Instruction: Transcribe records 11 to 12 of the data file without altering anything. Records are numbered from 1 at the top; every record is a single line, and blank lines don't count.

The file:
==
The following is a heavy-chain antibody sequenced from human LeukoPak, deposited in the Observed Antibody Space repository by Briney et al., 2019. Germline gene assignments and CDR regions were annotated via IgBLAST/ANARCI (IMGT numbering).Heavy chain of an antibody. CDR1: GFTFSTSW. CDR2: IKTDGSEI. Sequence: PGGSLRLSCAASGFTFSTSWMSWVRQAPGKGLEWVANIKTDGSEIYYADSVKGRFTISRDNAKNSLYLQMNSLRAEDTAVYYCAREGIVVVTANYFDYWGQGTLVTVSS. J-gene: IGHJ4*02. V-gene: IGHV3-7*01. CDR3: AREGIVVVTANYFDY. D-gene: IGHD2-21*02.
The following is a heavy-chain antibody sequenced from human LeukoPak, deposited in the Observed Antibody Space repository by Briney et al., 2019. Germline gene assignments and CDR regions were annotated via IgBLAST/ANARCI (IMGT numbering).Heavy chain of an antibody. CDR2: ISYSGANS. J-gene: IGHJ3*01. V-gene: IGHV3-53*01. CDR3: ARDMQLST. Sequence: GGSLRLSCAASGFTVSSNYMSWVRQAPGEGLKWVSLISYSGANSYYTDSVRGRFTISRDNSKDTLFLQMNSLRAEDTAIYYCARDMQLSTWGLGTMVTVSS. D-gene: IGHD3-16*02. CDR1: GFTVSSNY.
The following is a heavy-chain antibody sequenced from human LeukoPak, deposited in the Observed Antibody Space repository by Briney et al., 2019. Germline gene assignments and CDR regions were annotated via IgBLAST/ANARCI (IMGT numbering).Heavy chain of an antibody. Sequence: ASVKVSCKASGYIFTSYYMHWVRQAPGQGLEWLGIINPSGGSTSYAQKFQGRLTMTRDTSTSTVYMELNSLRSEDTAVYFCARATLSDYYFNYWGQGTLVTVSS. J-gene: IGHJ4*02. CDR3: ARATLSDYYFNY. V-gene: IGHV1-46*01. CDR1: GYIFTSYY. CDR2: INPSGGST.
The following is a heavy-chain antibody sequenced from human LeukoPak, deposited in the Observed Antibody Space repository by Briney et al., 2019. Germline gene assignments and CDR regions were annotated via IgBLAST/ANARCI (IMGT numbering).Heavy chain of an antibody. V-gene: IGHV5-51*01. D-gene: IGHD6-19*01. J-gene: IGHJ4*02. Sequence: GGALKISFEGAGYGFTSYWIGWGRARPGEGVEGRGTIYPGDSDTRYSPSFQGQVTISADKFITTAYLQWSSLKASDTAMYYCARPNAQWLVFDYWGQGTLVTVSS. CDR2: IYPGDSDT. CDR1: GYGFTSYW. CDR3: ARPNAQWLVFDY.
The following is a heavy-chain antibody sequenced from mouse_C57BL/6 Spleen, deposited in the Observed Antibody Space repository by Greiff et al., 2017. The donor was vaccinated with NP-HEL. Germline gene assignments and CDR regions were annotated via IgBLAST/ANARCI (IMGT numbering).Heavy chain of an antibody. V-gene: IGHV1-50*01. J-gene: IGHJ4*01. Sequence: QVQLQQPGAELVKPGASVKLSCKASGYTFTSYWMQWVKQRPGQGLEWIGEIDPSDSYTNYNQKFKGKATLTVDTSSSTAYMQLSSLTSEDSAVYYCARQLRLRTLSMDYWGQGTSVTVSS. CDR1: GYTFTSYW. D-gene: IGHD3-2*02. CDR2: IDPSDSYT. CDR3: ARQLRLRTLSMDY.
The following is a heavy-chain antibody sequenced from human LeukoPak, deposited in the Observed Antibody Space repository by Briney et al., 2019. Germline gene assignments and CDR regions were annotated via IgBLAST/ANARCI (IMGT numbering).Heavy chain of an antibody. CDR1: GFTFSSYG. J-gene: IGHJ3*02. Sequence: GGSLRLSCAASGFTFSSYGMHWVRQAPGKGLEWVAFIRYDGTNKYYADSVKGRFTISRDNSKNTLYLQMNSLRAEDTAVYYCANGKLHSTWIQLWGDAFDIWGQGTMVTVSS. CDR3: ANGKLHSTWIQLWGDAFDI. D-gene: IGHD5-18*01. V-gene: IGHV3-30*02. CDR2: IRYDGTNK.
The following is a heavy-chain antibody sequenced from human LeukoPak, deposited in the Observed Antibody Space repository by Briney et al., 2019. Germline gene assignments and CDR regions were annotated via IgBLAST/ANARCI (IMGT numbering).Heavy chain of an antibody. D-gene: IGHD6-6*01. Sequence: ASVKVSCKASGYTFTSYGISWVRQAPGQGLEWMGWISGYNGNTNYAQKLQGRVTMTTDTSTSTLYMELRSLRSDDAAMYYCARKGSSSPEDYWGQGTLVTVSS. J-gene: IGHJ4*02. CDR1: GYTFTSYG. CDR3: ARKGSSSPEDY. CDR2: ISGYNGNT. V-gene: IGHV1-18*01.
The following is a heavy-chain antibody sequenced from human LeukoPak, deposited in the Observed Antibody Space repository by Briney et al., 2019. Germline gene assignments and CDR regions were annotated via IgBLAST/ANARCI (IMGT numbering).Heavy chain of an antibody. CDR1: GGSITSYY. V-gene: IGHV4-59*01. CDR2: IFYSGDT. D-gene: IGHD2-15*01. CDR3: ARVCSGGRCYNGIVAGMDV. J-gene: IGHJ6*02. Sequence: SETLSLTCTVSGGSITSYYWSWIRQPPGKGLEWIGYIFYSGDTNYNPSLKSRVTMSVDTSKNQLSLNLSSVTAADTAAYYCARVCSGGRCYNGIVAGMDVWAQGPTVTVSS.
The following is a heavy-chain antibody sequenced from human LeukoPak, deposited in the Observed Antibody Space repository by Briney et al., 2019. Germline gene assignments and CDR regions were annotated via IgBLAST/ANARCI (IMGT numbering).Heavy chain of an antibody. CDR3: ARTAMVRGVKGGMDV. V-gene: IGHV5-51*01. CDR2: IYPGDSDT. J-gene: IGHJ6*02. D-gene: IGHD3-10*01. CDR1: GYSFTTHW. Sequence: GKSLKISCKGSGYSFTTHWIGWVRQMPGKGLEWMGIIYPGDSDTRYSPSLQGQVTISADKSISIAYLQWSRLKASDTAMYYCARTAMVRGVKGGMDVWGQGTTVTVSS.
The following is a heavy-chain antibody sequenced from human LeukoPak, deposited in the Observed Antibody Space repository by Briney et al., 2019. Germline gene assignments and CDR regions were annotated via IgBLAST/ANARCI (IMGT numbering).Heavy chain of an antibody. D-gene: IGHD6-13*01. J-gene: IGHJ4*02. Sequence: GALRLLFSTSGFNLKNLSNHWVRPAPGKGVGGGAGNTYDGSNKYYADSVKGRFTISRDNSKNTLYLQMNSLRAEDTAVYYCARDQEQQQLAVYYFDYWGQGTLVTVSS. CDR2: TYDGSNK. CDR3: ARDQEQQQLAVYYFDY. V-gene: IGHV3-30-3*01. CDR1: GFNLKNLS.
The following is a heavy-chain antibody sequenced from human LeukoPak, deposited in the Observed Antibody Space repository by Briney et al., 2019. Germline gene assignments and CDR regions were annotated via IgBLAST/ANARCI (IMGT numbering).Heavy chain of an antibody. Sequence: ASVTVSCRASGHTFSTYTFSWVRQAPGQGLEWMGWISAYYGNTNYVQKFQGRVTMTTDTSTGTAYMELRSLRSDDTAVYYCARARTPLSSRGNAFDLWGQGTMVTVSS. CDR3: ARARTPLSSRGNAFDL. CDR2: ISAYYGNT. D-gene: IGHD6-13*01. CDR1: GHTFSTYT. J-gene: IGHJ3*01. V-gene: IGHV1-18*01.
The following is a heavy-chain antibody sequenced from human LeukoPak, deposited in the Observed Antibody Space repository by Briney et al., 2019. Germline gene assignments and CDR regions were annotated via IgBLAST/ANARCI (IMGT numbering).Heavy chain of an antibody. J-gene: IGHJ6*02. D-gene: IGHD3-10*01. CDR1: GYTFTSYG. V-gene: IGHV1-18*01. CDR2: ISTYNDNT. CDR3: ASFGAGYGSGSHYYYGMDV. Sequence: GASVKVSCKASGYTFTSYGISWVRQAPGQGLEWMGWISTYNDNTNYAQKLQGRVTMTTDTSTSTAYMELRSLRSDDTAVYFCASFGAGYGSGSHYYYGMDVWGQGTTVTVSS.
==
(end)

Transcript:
The following is a heavy-chain antibody sequenced from human LeukoPak, deposited in the Observed Antibody Space repository by Briney et al., 2019. Germline gene assignments and CDR regions were annotated via IgBLAST/ANARCI (IMGT numbering).Heavy chain of an antibody. Sequence: ASVTVSCRASGHTFSTYTFSWVRQAPGQGLEWMGWISAYYGNTNYVQKFQGRVTMTTDTSTGTAYMELRSLRSDDTAVYYCARARTPLSSRGNAFDLWGQGTMVTVSS. CDR3: ARARTPLSSRGNAFDL. CDR2: ISAYYGNT. D-gene: IGHD6-13*01. CDR1: GHTFSTYT. J-gene: IGHJ3*01. V-gene: IGHV1-18*01.
The following is a heavy-chain antibody sequenced from human LeukoPak, deposited in the Observed Antibody Space repository by Briney et al., 2019. Germline gene assignments and CDR regions were annotated via IgBLAST/ANARCI (IMGT numbering).Heavy chain of an antibody. J-gene: IGHJ6*02. D-gene: IGHD3-10*01. CDR1: GYTFTSYG. V-gene: IGHV1-18*01. CDR2: ISTYNDNT. CDR3: ASFGAGYGSGSHYYYGMDV. Sequence: GASVKVSCKASGYTFTSYGISWVRQAPGQGLEWMGWISTYNDNTNYAQKLQGRVTMTTDTSTSTAYMELRSLRSDDTAVYFCASFGAGYGSGSHYYYGMDVWGQGTTVTVSS.